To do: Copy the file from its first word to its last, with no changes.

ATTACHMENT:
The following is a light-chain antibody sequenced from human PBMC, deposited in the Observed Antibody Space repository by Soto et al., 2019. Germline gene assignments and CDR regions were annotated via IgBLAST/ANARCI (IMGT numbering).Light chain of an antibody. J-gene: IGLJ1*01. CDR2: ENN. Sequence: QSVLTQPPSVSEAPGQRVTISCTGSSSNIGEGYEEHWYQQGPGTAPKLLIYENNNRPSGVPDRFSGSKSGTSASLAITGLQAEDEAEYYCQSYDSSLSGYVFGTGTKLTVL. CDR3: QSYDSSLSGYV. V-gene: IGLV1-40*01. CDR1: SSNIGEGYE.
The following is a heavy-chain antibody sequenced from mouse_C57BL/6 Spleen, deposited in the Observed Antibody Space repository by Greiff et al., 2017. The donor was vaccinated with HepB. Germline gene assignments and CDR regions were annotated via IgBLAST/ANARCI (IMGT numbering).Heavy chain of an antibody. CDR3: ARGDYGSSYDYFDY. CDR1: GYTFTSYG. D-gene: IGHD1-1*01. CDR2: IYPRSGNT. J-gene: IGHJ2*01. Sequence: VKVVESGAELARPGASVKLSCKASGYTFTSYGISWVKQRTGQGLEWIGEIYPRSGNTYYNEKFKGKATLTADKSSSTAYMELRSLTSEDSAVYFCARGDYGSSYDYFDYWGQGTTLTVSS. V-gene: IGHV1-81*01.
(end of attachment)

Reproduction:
The following is a light-chain antibody sequenced from human PBMC, deposited in the Observed Antibody Space repository by Soto et al., 2019. Germline gene assignments and CDR regions were annotated via IgBLAST/ANARCI (IMGT numbering).Light chain of an antibody. J-gene: IGLJ1*01. CDR2: ENN. Sequence: QSVLTQPPSVSEAPGQRVTISCTGSSSNIGEGYEEHWYQQGPGTAPKLLIYENNNRPSGVPDRFSGSKSGTSASLAITGLQAEDEAEYYCQSYDSSLSGYVFGTGTKLTVL. CDR3: QSYDSSLSGYV. V-gene: IGLV1-40*01. CDR1: SSNIGEGYE.
The following is a heavy-chain antibody sequenced from mouse_C57BL/6 Spleen, deposited in the Observed Antibody Space repository by Greiff et al., 2017. The donor was vaccinated with HepB. Germline gene assignments and CDR regions were annotated via IgBLAST/ANARCI (IMGT numbering).Heavy chain of an antibody. CDR3: ARGDYGSSYDYFDY. CDR1: GYTFTSYG. D-gene: IGHD1-1*01. CDR2: IYPRSGNT. J-gene: IGHJ2*01. Sequence: VKVVESGAELARPGASVKLSCKASGYTFTSYGISWVKQRTGQGLEWIGEIYPRSGNTYYNEKFKGKATLTADKSSSTAYMELRSLTSEDSAVYFCARGDYGSSYDYFDYWGQGTTLTVSS. V-gene: IGHV1-81*01.